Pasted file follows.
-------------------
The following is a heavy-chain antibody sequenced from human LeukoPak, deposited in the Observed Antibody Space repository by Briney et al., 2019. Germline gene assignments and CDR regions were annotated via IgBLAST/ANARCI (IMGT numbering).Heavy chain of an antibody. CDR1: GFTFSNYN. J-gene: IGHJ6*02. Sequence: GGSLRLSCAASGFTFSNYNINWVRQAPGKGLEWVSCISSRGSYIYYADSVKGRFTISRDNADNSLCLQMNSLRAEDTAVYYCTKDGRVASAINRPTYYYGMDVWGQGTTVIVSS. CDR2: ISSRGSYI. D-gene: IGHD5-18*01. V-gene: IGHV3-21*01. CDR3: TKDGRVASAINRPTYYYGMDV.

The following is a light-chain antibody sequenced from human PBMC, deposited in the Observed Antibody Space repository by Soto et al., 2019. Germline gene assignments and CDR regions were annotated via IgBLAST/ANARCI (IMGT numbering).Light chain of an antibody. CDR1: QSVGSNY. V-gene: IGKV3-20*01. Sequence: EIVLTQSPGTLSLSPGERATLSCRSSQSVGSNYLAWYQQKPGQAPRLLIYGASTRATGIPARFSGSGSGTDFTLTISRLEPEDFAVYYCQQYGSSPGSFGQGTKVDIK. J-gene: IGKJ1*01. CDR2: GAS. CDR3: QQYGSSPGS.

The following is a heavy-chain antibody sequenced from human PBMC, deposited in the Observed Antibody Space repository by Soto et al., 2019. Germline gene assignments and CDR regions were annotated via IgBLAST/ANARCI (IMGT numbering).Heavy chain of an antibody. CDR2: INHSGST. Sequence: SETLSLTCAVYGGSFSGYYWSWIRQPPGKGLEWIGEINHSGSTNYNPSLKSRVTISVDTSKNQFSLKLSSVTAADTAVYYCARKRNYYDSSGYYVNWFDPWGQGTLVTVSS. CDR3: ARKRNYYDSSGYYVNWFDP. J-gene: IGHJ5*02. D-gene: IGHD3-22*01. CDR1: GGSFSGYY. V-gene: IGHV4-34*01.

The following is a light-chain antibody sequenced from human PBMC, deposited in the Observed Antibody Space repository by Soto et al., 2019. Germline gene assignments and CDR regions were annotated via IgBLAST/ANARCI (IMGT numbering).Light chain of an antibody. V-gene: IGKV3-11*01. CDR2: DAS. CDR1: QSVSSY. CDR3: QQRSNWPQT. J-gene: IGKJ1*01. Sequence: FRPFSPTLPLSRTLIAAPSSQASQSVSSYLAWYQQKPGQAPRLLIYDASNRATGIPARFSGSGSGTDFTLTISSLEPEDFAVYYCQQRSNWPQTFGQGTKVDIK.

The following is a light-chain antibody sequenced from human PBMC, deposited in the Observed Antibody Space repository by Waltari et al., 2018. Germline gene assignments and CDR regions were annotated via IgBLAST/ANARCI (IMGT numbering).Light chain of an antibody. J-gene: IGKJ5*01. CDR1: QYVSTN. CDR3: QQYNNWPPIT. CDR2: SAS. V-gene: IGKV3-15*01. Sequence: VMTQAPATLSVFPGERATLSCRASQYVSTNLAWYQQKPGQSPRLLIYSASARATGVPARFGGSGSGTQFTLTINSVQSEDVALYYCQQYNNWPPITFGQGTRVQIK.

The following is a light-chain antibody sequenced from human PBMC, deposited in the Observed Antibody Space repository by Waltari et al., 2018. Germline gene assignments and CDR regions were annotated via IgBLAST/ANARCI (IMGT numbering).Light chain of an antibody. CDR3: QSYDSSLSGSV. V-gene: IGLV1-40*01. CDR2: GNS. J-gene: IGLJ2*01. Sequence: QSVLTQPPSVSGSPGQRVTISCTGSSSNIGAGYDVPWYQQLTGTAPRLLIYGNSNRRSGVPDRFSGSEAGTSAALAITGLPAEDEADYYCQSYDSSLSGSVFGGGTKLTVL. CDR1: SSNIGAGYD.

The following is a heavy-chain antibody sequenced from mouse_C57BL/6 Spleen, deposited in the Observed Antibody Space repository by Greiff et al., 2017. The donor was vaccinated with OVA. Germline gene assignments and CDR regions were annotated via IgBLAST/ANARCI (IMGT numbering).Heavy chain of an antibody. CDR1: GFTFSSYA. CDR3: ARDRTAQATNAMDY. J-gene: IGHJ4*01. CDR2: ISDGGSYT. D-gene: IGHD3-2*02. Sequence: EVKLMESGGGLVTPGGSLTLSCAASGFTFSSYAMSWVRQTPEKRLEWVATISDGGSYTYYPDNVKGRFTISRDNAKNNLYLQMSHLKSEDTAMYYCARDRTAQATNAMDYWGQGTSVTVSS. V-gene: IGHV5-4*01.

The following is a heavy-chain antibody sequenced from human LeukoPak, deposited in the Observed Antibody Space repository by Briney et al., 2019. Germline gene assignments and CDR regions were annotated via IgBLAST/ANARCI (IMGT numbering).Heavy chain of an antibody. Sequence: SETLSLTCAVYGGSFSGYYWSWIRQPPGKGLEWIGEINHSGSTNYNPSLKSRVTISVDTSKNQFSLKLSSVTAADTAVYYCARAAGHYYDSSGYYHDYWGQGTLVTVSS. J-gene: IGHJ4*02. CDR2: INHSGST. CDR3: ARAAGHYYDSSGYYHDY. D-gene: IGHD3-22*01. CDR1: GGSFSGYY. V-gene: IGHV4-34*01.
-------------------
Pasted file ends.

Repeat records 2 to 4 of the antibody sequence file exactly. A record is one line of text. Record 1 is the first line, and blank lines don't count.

The following is a light-chain antibody sequenced from human PBMC, deposited in the Observed Antibody Space repository by Soto et al., 2019. Germline gene assignments and CDR regions were annotated via IgBLAST/ANARCI (IMGT numbering).Light chain of an antibody. CDR1: QSVGSNY. V-gene: IGKV3-20*01. Sequence: EIVLTQSPGTLSLSPGERATLSCRSSQSVGSNYLAWYQQKPGQAPRLLIYGASTRATGIPARFSGSGSGTDFTLTISRLEPEDFAVYYCQQYGSSPGSFGQGTKVDIK. J-gene: IGKJ1*01. CDR2: GAS. CDR3: QQYGSSPGS.

The following is a heavy-chain antibody sequenced from human PBMC, deposited in the Observed Antibody Space repository by Soto et al., 2019. Germline gene assignments and CDR regions were annotated via IgBLAST/ANARCI (IMGT numbering).Heavy chain of an antibody. CDR2: INHSGST. Sequence: SETLSLTCAVYGGSFSGYYWSWIRQPPGKGLEWIGEINHSGSTNYNPSLKSRVTISVDTSKNQFSLKLSSVTAADTAVYYCARKRNYYDSSGYYVNWFDPWGQGTLVTVSS. CDR3: ARKRNYYDSSGYYVNWFDP. J-gene: IGHJ5*02. D-gene: IGHD3-22*01. CDR1: GGSFSGYY. V-gene: IGHV4-34*01.

The following is a light-chain antibody sequenced from human PBMC, deposited in the Observed Antibody Space repository by Soto et al., 2019. Germline gene assignments and CDR regions were annotated via IgBLAST/ANARCI (IMGT numbering).Light chain of an antibody. V-gene: IGKV3-11*01. CDR2: DAS. CDR1: QSVSSY. CDR3: QQRSNWPQT. J-gene: IGKJ1*01. Sequence: FRPFSPTLPLSRTLIAAPSSQASQSVSSYLAWYQQKPGQAPRLLIYDASNRATGIPARFSGSGSGTDFTLTISSLEPEDFAVYYCQQRSNWPQTFGQGTKVDIK.